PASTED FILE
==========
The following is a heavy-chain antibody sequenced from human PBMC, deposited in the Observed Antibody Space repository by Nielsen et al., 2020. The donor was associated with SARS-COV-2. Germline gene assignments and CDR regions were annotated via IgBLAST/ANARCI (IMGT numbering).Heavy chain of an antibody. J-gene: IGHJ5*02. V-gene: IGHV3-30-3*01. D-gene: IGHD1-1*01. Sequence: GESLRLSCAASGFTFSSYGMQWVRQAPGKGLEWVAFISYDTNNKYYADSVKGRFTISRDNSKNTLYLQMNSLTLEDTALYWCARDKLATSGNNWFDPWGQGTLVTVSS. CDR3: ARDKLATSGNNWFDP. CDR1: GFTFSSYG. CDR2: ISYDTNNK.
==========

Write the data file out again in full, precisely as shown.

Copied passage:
The following is a heavy-chain antibody sequenced from human PBMC, deposited in the Observed Antibody Space repository by Nielsen et al., 2020. The donor was associated with SARS-COV-2. Germline gene assignments and CDR regions were annotated via IgBLAST/ANARCI (IMGT numbering).Heavy chain of an antibody. J-gene: IGHJ5*02. V-gene: IGHV3-30-3*01. D-gene: IGHD1-1*01. Sequence: GESLRLSCAASGFTFSSYGMQWVRQAPGKGLEWVAFISYDTNNKYYADSVKGRFTISRDNSKNTLYLQMNSLTLEDTALYWCARDKLATSGNNWFDPWGQGTLVTVSS. CDR3: ARDKLATSGNNWFDP. CDR1: GFTFSSYG. CDR2: ISYDTNNK.